By Yara Bayoumy
CAIRO (Reuters) - U.S. Secretary of State Rex Tillerson said on Monday Washington stood by Egypt in its fight against Islamist militants as he began a Middle East tour at a time of increasingly complex local and proxy conflicts.
Tillerson stressed a need for free and fair elections in all countries ahead of a March presidential vote in Egypt, but withheld direct comment on what critics say is a crackdown on some rivals seeking to challenge President Abdel Fattah al-Sisi at the polls.
The United States has become more embroiled, diplomatically and militarily, in regional conflicts since President Donald Trump took office more than a year ago.
It stepped up support for Kurdish-led forces in Syria before its NATO ally Turkey began a military operation against them last month, and has sided firmly with Israel in recognising Jerusalem as its capital, angering Palestinians and drawing rebukes from Arab leaders.
The United States has also forged closer ties with Saudi Arabia and other Gulf Arab states while taking a tougher line against Iran since Trump took office.
Tillerson and his Egyptian counterpart Sameh Shoukry delivered a message on Monday that relations remained strong with one of the key U.S. Arab allies.
"We agreed we would continue our close cooperation on counter-terrorism measures," Tillerson said.
"Egypt deals with the threats of ISIS themselves and are dealing with it certainly currently in the Sinai.
"The U.S. commitment in continuing to support Egypt in its fight against terrorism and bringing security for the Egyptian people is steadfast and will continue," he said.
Egypt last week launched a large military operation against Islamist militants, focused on defeating Islamic State in the Sinai peninsula.
Tillerson arrived in Egypt, one of the main recipients of Washington's foreign aid, at the start of a regional tour amid heightened tension between Israel, Syria and Damascus's ally Iran after an Israeli F-16 aircraft was shot down crashing in northern Israel.
Shoukry said Cairo and Washington had agreed to hold strategic dialogue talks at the level of foreign ministers later this year.
"This relationship is essential to achieve stability in the region," he said.
Tillerson also met Sisi before leaving the country. He was to attend a conference on Iraqi reconstruction in Kuwait.
Sisi is running against a single competitor in the March 26-28 poll after more challenging opponents pulled out, some citing intimidation of supporters and other tactics designed to give the incumbent an easy win.
Sisi, a former military chief, gave the armed forces three months to clear Sinai of militants after more than 300 people were killed by gunmen at a mosque in Sinai in November. The Egyptian army said at least 28 suspected militants have died in clashes since the operation began on Friday.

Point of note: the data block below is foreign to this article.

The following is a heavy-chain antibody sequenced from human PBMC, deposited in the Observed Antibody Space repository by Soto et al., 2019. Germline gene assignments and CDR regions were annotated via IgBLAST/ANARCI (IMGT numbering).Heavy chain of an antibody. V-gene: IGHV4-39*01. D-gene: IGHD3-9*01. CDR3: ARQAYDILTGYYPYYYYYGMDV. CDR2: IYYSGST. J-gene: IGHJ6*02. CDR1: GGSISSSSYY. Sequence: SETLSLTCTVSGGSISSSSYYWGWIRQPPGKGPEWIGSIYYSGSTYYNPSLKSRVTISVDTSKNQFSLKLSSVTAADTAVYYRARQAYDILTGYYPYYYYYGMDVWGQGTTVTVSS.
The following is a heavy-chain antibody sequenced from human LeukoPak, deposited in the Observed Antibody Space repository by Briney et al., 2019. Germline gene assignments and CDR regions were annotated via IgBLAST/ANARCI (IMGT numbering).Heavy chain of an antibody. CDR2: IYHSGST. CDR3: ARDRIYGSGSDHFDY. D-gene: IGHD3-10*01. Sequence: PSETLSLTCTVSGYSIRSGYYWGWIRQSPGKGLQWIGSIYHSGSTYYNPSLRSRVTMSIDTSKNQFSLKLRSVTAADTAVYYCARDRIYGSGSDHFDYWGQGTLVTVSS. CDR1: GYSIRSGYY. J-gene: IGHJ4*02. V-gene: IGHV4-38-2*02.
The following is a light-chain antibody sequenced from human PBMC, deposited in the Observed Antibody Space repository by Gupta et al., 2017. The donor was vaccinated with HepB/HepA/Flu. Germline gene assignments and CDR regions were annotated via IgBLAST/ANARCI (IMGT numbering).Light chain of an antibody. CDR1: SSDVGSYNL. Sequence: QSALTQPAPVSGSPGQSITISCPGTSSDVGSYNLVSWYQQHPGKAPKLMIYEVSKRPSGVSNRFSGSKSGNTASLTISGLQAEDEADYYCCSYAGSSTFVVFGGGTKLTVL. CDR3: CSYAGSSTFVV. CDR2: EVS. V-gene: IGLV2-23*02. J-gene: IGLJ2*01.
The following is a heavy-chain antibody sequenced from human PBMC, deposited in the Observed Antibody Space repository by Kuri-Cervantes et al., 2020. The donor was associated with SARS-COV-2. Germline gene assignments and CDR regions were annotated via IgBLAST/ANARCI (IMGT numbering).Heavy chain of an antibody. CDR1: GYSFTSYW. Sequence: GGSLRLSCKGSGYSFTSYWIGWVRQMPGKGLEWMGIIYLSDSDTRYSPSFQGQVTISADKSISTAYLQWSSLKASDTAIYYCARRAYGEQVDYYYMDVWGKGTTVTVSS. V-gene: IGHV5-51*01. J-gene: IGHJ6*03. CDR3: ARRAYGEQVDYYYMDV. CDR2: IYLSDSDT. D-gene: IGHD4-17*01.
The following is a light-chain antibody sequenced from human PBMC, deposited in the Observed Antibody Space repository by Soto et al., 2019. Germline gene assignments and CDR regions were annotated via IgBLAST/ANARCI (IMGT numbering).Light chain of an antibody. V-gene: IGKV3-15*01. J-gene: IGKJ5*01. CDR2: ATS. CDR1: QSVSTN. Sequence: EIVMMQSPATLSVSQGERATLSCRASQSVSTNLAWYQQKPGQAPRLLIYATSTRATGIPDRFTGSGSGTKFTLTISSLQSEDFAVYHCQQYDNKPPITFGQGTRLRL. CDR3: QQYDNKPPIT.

Egypt receives $1.3 billion annually from the United States.
Last year, Washington withdrew some financial aid to Egypt saying it had failed to make progress on respecting human rights and democracy.
Asked about concerns over the election, Tillerson said the United States supported a credible, transparent vote in Egypt, Libya and elsewhere.
"We have always advocated for free and fair elections, transparent elections not just in Egypt but in any country," Tillerson said.
Egypt says it will conduct free and fair elections, but opponents of Sisi have criticised what they say is a government-led crackdown on challengers.
He said the United States was also keen to continue supporting Egypt in its economic recovery, after the country implemented tough economic reforms tied to a $12 billion International Monetary Fund loan.
Shoukry said Egypt stressed the need for a peaceful settlement of the Israeli-Palestinian conflict.
"We discussed how to reach a solution for the Palestinian-Israeli conflict on the basis of a two state solution and the importance of maintaining U.S. efforts to reach this final settlement," Shoukry said.
Tillerson said Washington remained committed to working for peace between Israel and the Palestinians, adding that Trump's decision on Jerusalem in December did not set final boundaries for the city and that Washington believes it has an "important role to play to bring a resolution" to the crisis.
The decision to recognise Jerusalem as Israel's capital led to clashes in the West Bank, and was opposed by Arab and EU countries.
(Reporting by Yara Bayoumy; Additional reporting by Mostafa Hashem,; Writing by Sami Aboudi, John Davison; Editing by Toby Chopra, Alison Williams and William Maclean)